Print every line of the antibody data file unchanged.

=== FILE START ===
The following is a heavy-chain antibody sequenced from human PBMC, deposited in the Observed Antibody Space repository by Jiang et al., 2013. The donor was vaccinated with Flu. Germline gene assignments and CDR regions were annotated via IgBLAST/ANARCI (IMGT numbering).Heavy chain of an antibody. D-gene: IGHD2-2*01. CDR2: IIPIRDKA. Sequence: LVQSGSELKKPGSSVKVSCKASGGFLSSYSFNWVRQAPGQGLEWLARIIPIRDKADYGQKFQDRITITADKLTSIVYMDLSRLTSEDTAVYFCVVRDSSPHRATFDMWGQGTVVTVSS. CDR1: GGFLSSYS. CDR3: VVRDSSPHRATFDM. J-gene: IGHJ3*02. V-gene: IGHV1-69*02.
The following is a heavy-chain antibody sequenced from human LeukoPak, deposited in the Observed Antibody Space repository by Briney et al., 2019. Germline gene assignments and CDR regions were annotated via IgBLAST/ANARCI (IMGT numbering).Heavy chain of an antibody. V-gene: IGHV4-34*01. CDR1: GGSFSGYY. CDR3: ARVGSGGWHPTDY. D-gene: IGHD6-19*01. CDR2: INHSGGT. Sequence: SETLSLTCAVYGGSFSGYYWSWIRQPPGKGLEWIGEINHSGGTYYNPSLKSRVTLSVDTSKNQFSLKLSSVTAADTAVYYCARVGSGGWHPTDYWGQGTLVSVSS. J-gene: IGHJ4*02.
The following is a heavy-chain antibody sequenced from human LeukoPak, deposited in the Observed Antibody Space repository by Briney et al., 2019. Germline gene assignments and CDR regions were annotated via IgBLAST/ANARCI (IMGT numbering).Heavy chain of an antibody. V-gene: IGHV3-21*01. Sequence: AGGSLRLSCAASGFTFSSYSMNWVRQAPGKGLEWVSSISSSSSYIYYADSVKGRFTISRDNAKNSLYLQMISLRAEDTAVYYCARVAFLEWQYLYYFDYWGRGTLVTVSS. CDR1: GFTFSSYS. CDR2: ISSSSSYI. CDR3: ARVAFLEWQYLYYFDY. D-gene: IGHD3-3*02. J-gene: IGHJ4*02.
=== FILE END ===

The following is a heavy-chain antibody sequenced from human PBMC, deposited in the Observed Antibody Space repository by Jiang et al., 2013. The donor was vaccinated with Flu. Germline gene assignments and CDR regions were annotated via IgBLAST/ANARCI (IMGT numbering).Heavy chain of an antibody. D-gene: IGHD2-2*01. CDR2: IIPIRDKA. Sequence: LVQSGSELKKPGSSVKVSCKASGGFLSSYSFNWVRQAPGQGLEWLARIIPIRDKADYGQKFQDRITITADKLTSIVYMDLSRLTSEDTAVYFCVVRDSSPHRATFDMWGQGTVVTVSS. CDR1: GGFLSSYS. CDR3: VVRDSSPHRATFDM. J-gene: IGHJ3*02. V-gene: IGHV1-69*02.
The following is a heavy-chain antibody sequenced from human LeukoPak, deposited in the Observed Antibody Space repository by Briney et al., 2019. Germline gene assignments and CDR regions were annotated via IgBLAST/ANARCI (IMGT numbering).Heavy chain of an antibody. V-gene: IGHV4-34*01. CDR1: GGSFSGYY. CDR3: ARVGSGGWHPTDY. D-gene: IGHD6-19*01. CDR2: INHSGGT. Sequence: SETLSLTCAVYGGSFSGYYWSWIRQPPGKGLEWIGEINHSGGTYYNPSLKSRVTLSVDTSKNQFSLKLSSVTAADTAVYYCARVGSGGWHPTDYWGQGTLVSVSS. J-gene: IGHJ4*02.
The following is a heavy-chain antibody sequenced from human LeukoPak, deposited in the Observed Antibody Space repository by Briney et al., 2019. Germline gene assignments and CDR regions were annotated via IgBLAST/ANARCI (IMGT numbering).Heavy chain of an antibody. V-gene: IGHV3-21*01. Sequence: AGGSLRLSCAASGFTFSSYSMNWVRQAPGKGLEWVSSISSSSSYIYYADSVKGRFTISRDNAKNSLYLQMISLRAEDTAVYYCARVAFLEWQYLYYFDYWGRGTLVTVSS. CDR1: GFTFSSYS. CDR2: ISSSSSYI. CDR3: ARVAFLEWQYLYYFDY. D-gene: IGHD3-3*02. J-gene: IGHJ4*02.